Try, try again.  Or so it seems with European treaties (and Ireland).  Late last week EU leaders agreed on concessions to Ireland that will likely pave the way for a second Lisbon treaty referendum in the country.  The editors of the Times took particular issue with the development, stating that the EU has a problem “understanding democracy.” 

Their thoughts on Irish Taoiseach Brian Cowen’s pledge to hold a second referendum:

Mr. Cowen could have disgraced himself more thoroughly by ignoring Ireland’s first referendum on the Lisbon treaty altogether.  But his decision to heed European blandishments rather than his own citizens’ ballots still shows, as the leader of the Irish “no” campaign has said, contempt for the democratic process.  It is also a grave and unnecessary indictment of the EU’s current priorities, which in more outward-looking eras have unquestionably been a force for good.  If a second Irish referendum on the Lisbon treaty does take place, it deserves to be resoundingly rejected once again.


A committee of Irish MPs has since decided that a second referendum would be legal.  But the first was legal, too, and it does not take a committee to point out that Mr. Cowen and the “yes” campaign have already mocked their Constitution and insulted Ireland’s voters by holding a perfectly legitimate and transparent referendum and refusing to abide by its result.

Dick Roche, the Irish European Affairs Minister, has claimed that “from a constitutional point of view there’s no other choice than a second referendum.”  He could hardly be more wrong.  The obvious choice of respecting the voters’ first verdict is difficult but right.

If Lisbon is not ratified by Irish voters, pressure would then be taken off the governments of Poland and the Czech Republic, who have yet to approve the treaty as well.

Several reasons were behind the treaty’s defeat last June.  The country’s loss of its right to nominate a commissioner to the European Commission was a major obstacle.  Other deal-breaking issues included taxation rights, preservation of Irish neutrality, and abortion laws.  Deutsche Welle reports on the agreements reached this weekend:

Part of the original treaty was designed to reduce the European Commission’s size to two-thirds of the currently 27 commissioners from 2014.  But the draft statement says EU leaders agreed on keeping a rule allowing each member state to nominate a member of the commission.


The draft also includes a declaration designed to address a number of additional concerns expressed by the Irish in their ‘no’ vote.  These include guarantees that Ireland’s traditional policy of neutrality would be maintained and that the Lisbon Treaty does not impinge on Ireland’s right to set tax levels.  Irish voters were also concerned the treaty would contravene the country’s constitution on issues relating to the right to life, education, and family.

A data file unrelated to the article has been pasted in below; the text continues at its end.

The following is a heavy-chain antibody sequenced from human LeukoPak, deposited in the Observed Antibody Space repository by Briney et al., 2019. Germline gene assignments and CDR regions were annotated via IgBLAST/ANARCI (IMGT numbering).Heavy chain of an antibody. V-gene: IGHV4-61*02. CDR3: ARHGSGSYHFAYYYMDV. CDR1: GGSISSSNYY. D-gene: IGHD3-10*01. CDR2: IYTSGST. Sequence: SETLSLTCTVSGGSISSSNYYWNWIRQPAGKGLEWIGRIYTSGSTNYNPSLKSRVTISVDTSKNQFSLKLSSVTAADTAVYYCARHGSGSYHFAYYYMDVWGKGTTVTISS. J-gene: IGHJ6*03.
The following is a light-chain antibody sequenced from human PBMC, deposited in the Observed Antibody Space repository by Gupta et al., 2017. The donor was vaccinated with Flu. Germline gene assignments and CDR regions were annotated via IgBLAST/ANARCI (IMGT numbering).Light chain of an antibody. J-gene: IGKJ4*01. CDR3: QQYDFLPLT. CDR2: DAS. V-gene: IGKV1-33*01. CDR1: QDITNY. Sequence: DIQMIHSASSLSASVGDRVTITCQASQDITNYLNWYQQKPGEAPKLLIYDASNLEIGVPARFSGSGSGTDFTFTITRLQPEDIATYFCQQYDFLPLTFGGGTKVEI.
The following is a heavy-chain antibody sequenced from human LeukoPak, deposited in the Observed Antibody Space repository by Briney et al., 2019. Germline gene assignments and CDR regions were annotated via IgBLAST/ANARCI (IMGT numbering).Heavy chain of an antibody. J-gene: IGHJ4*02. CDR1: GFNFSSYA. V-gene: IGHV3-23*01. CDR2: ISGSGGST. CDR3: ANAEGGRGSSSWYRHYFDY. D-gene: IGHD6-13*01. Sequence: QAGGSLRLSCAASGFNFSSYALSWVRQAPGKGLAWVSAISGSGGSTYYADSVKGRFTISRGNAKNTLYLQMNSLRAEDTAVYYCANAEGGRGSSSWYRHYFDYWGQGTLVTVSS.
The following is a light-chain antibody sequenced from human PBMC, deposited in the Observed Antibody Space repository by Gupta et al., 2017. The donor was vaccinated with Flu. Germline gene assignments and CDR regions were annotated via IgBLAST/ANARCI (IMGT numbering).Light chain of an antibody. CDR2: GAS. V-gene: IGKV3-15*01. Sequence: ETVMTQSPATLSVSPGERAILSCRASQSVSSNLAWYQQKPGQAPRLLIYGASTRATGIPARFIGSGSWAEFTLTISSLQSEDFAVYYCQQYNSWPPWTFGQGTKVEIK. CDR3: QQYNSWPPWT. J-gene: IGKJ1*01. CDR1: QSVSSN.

Proponents of reducing the size of the Commission, a major reform component of the treaty, argue that doing so will streamline decision-making in a presently over-bureaucratic EU.  Yet, by scrapping this entire provision, EU leaders have also scrapped one of the main justifications for drafting the treaty in the first place.  The Times:

It is possible, though not obvious, that the Lisbon treaty’s proposed shrinking of the EU’s executive might have eased the path to consensus on apparently intractable issues such as climate change mitigation and coordinated fiscal rescue packages.

But Ireland’s voters decided that the price in sovereignty and influence was too high.  They worried that streamlining in principle would mean bulldozing in practice, especially on tax and social policies, and they did not relish losing a commissioner.  Brussels’ response to Dublin’s lobbying since the June vote has been dramatic: José Manuel Barroso, the Commission’s President, and Nicolas Sarkozy, current President of the European Council, have reversed themselves on the treaty’s central proposal and promised every member state its own commissioner after all.

So, does dropping plans to reduce the number of commissioners mean that a reduction is not actually needed?  How important is this component of the treaty?

Perhaps the shift will not be as radical as it initially seems.  The UK and Poland have already opted out of various Lisbon treaty clauses.  Furthermore, yesterday’s Irish Times notes that Ireland (or any other country for that matter) could lose its right to nominate a commissioner even if the Lisbon treaty is rejected, leaving the Nice rules in effect:

The major change arising from [the EU leaders’ agreements] is that this State can maintain a commissioner if the treaty is ratified, as can all others.  They were willing to make this concession in return for the Government’s willingness to hold another referendum, even though it upsets the institutional balance and political compromises upon which Lisbon is based.  Voters will face a stark choice between continuing to have a commissioner if the referendum is carried and almost certainly losing one if it is rejected and the Nice Treaty rules apply.  That would certainly diminish Ireland’s influence at the heart of the EU, quite aside from the political and economic marginalization which would surely follow a second No when the other 26 member states are determined to go ahead with the treaty.

European institutional reform is certainly needed (and opposition to it appears to be growing), but the Times appropriately points out that the EU’s refusal to accept the rejection of the Lisbon treaty is alarming: “Europe’s – and Mr. Cowen’s – impatience with Ireland’s voters have revealed a basic misunderstanding of democracy next to which the EU’s other problems pale.  Europe can and must thrive as a coalition of the willing.”

Related Posts:

Peter Cassata is an assistant editor with the Atlantic Council.